श्रद्धावान् लभते ज्ञानं तत्पर: संयतेन्द्रिय: |
ज्ञानं लब्ध्वा परां शान्तिमचिरेणाधिगच्छति || 39||
śhraddhāvānllabhate jñānaṁ tat-paraḥ sanyatendriyaḥ
jñānaṁ labdhvā parāṁ śhāntim achireṇādhigachchhati
śhraddhāvān—a faithful person; labhate—achieves; jñānam—divine knowledge; tat-paraḥ—devoted (to that); sanyata—controlled; indriyaḥ—senses; jñānam—transcendental knowledge; labdhvā—having achieved; parām—supreme; śhāntim—peace; achireṇa—without delay; adhigachchhati—attains
The man of faith, having Knowledge as his supreme goal having controlled the senses, obtains knowledge of Atma, and having obtained that enjoys everlasting peace.
Three qualities are mentioned here for gaining Knowledge.
(1) The man of faith: Faith is the seed of success even in worldly matters. The degree of faith in the Sastras and the teaching of the Guru, determine the degree of success. The greater the faith the sooner the success. The seeker should do the prescribed Sadhana with deep faith and it would surely lead him to spiritual illumination. Doubt will not bear any fruit what-so-ever. Doubt is the very negation of faith and want of faith results in utter failure. That is why the Lord insists on faith as an indispensable condition for the aspirant. The sick man should have faith in the physician and the medicine prescribed by him. Otherwise, the efficacy of the medicine is neutralised by the negative attitude of the patient. As the Sadhaka practises the discipline sincerely at first, he would gain some simple spiritual experience, which would confirm his faith in the higher laws of spirituality. It should be understood that Faith is not a denial of one’s reason and judgment. What is implied is that the seeker should carry out the instructions of the Sastras and the Gure in the full hope that they would yield the best results. And when he knows by experience the value of faith, his progress becomes quicker and smoother. So one should have faith in his spiritual destiny.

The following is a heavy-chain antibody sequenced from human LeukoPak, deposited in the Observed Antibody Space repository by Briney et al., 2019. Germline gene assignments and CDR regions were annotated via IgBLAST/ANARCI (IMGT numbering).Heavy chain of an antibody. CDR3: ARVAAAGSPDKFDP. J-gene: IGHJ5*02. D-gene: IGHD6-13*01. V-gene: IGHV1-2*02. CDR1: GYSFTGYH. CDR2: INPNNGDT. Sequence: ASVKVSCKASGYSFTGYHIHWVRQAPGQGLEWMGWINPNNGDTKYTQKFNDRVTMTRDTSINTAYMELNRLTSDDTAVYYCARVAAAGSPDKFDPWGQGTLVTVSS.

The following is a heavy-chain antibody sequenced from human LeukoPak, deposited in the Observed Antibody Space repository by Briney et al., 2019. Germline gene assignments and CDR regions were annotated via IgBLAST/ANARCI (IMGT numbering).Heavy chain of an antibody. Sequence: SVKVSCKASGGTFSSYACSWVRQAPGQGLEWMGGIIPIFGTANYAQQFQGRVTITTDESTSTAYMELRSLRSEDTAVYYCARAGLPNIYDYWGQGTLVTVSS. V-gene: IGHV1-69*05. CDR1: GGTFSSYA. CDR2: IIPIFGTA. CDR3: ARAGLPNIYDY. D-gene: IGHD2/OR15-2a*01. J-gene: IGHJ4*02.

(2) Having Knowledge as the supreme goal: The aspirant should have single-minded devotion to the spiritual ideal. There should not be any discordant note in the general harmony of word, thought and deed. One may talk of spirituality and yet his thoughts may be plunged in gross worldliness, and his deeds may be utterly sensual. Such a split personality cannot make any progress in any direction. Divided aims and distracted minds achieve nothing. The personality of man, complete and entire, should be dedicated to the spiritual aim. He should fully realise within himself that there is no other goal to strive for. Naturally, by discrimination, when it is known that all other things are painful perishable worthless stuff, the spiritual aim alone shines as a perfect star. Then Self-realisation becomes possible.
(3) Of controlled senses: Faith and single-minded devotion to the divine aim should be accompanied with systematic practice of sense-restraint. Faith and aspiration may do much, but for perfection in Jnana, the senses should be brought under control. So long as the mind runs after material objects through the channels of the senses, wisdom cannot be found. The attempt is to turn the mind inwards. The sense-organs by their very nature function by attaching themselves to some physical object or other. The mind is linked to the senses, and so the mind runs out. This link should be cut, and the mind should be trained to look inward. Then the senses can do nothing. They remain powerless in their places. So sense-control is prescribed as the third characteristic of the man of Knowledge.
What is the fruit of this Knowledge? Peace, Supreme Peace (Param santim adhigacchati). Swiftly the wise man attains peace. Everyone is seeking peace and happiness. But it is eluding him. He seeks it in worldly pleasures and possessions. But he does not find it in them. So he is restless and distracted. Where is that peace? The Lord answers the question. Peace is in the Knowledge of Atma, and nowhere else. Every little satisfaction which one desires from small pleasures and successes here and there in the world are only shadows of the real peace of the Self. So let all people go to the very source of Peace – Atma. Having thus described the excellence of Jnana, the Lord concludes that it leads to Supreme Peace.
Question: Who can attain Jnana?
Answer: The man of faith, devotion, and self-control attains Knowledge.
Question: What is the fruit of Jnana?
Question: What is the way to peace?
Answer: Atma Jnana.